Recent events have forced a lot of businesses and teams to work from home, many for the very first time. If you are leading one of these teams and you have never worked remotely before, you are probably realizing you’re going to need to make some adjustments, most importantly to your communication.
Hopefully, you have already been putting thought into the way you communicate and how that will be received by your team. As your team transitions into working from home, the value of clear, deliberate communication becomes even more crucial, especially over text communication like Slack or email.
In an office setting, people can easily take things you say in a larger context, that includes your tone, your demeanor, and a ton of other factors. Remote work strips most of that context away. The sarcasm you think is obvious in your Slack message may not be so obvious to the person you send it to. Before you send anything, try to think about all the ways it could be interpreted by the recipient, and if you could make your message easier to interpret and understand. While it’s useful to ask your team to try to assume the best intent when reading messages from each other, YOU are responsible for doing everything possible to make your communication as clear as it can be.
Go out of your way to praise positive work
This is another skill that is useful in an office, but absolutely imperative when your team is working from different locations. Working remotely provides your team with hours and hours of time with their own thoughts (Yikes!). That’s a lot of time to wonder how their work is being perceived or dwell on one critical comment. Any places where you see your team performing well, call it out, either directly to that person or even better, in front of the whole team.
People need to know that their hard work is being recognized. Obviously, you want to make sure your praise is sincere, but if you are unsure if something positive a team member does rises to the level of meriting specific mention, always err on the side of calling out your team’s positive work too much. Of all the feedback I have heard from people I work with, I have yet to hear anyone complain about receiving too many compliments.
Anyone who has ever accidentally hit “Facetime” when they meant to hit “call” knows the crippling fear of unexpectedly being on camera. Left to their own devices, most sane people would never choose to be on camera for calls. The arduous work required to both make yourself look presentable and carefully choose a webcam sight-line that hides your collection of Star Wars figurines is a lot to ask, but for a team working remotely, it’s essential.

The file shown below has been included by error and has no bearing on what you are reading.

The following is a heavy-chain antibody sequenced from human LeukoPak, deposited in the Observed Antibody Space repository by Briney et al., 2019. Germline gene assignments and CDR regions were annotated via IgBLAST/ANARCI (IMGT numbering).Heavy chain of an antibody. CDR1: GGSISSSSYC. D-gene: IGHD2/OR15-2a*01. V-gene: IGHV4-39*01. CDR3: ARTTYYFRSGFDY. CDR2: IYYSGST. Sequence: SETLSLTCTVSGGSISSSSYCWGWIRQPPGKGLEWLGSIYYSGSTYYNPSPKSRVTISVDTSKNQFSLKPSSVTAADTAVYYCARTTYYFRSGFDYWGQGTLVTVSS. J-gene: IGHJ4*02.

Slack and voice calls are fine for short-form communication, but any conversation that goes further than that, GREATLY benefits from video. I can’t tell you how many times I have been on a Zoom video call with devs where their facial expressions told a much different story than what their text or sound would have given me. Using video-enabled chat not only cuts down on misunderstandings, it also provides a much more personal form of communication. Teams working remotely for long periods of time can easily fall into a trap of seeing their teammates as just Slack handles and email addresses rather than people. To prevent that, video chat is the next best thing to meeting in person. There are several different services for this and our team recommends Zoom.
Facilitate an atmosphere that welcomes asking questions
Working in a shared physical location, when you have quick questions, you can easily lean over and ask someone. Even with Slack and Zoom making remote communication easy, people are often a bit more reluctant to ask questions or document they don’t know something. As a leader, you need to go out of your way to make this process as easy as possible. When people ask questions, praise them for it. Keep in mind that especially for questions that seem relatively simple, it may have taken some courage for them to ask it to begin with. Do your best to avoid criticizing anyone for asking a question you feel they should know the answer to and don’t tolerate this criticism from their teammates.
Your job is to assess everything your team doesn’t know, as quickly as possible, so you can get them answers, guidance, and direction, immediately. Along with encouraging their questions, you need to get better at the questions you ask them. Try to ask open ended questions that can’t be answered with a simple “Yes” or “No”. If you have standard questions worked into your meeting routine, think about how those questions can be rephrased or asked differently. Ask questions that people would want to answer.
Obviously, the points I covered here offer just a very brief overview of adjustments you will need to make as you and your team transition to working from home. We also recently shared, Combating COVID-19 Isolation Working From Home – Tips For New Remote Workers. Working remotely presents new challenges and, at times, you will have to work a lot harder to accomplish things that could be done in person, much easier. Leading an entire team of people, spread out across multiple geographical locations, while keeping them all on the same page, and focused on a common goal is a huge battle to take on. On the brightside, at least it’s a battle you get to fight from home in comfy sweatpants.